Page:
In many cases, it is necessary to create security limitations that protect data sets from unauthorized users. For example, an organization with multiple departments (sales and support) using a shared table. Specific columns may contain data that should not be exposed to one of the teams, and thus, there is a need to limit access to these columns based on the users’ identity.
In these cases, different databases provide solutions that allow security measures to protect and segment data according to a predefined set of permissions that are then implemented on certain levels of the data.
In column-level security, certain policies are applied to utilize direct column encryption, redaction, or hashing, transforming the results returned to the user. Column-level security may be applied by dynamically masking data before it is served to the data consumer. The data store itself can do this (for example: by Snowflake or Redshift), at the BI tool level (for example: in Looker or Tableau), or by a security platform de-coupled from the data platforms (for example: by Satori).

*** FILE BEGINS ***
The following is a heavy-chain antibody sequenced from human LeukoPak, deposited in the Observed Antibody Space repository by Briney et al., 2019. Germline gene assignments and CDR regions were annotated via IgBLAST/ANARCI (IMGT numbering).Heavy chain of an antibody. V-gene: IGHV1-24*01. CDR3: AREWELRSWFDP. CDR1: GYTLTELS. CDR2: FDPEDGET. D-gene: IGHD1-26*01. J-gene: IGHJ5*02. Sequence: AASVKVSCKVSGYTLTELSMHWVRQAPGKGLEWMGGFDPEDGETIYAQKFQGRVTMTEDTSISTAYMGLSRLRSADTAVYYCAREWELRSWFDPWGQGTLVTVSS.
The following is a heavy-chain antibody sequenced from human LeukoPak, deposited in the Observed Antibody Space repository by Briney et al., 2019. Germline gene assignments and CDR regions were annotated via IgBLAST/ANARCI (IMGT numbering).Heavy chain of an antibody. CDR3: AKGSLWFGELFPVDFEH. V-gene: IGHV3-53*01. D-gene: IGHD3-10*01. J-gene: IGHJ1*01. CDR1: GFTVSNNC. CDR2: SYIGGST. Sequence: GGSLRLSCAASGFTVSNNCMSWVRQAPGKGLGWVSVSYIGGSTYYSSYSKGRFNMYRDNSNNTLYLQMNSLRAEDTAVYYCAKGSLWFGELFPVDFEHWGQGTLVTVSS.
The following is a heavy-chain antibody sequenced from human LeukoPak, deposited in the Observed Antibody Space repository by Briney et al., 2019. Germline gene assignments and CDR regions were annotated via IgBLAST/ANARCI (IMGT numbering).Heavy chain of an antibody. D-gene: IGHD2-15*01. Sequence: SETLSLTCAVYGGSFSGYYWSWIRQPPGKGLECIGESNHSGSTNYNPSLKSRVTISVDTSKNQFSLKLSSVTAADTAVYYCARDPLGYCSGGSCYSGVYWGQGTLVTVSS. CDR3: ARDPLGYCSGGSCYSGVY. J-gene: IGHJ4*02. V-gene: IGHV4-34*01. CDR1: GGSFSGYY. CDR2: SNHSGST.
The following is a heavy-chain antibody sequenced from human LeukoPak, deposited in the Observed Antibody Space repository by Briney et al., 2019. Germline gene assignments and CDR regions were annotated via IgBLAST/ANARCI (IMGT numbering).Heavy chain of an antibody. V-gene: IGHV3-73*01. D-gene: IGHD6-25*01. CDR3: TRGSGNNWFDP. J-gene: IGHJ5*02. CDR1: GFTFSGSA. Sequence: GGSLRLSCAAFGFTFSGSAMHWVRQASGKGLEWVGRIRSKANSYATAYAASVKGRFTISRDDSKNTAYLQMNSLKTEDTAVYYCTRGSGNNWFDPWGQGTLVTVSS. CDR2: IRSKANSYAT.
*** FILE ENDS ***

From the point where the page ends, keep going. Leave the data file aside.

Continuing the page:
Column-Level Security vs. Row-Level Security
Column-level security is not the same as row-level security, a similar procedure used to protect and apply fine-grained permissions to the information stored in specific rows of a table.
Column-level security plays well with row-level security. For example, we can combine column-level security to restrict columns returned based on the different teams accessing it. At the same time, we can enforce row-level security to restrict the results per the region of the requesting user. This way, we can have a master table holding all the data we filter upon serving without creating multiple copies of the data.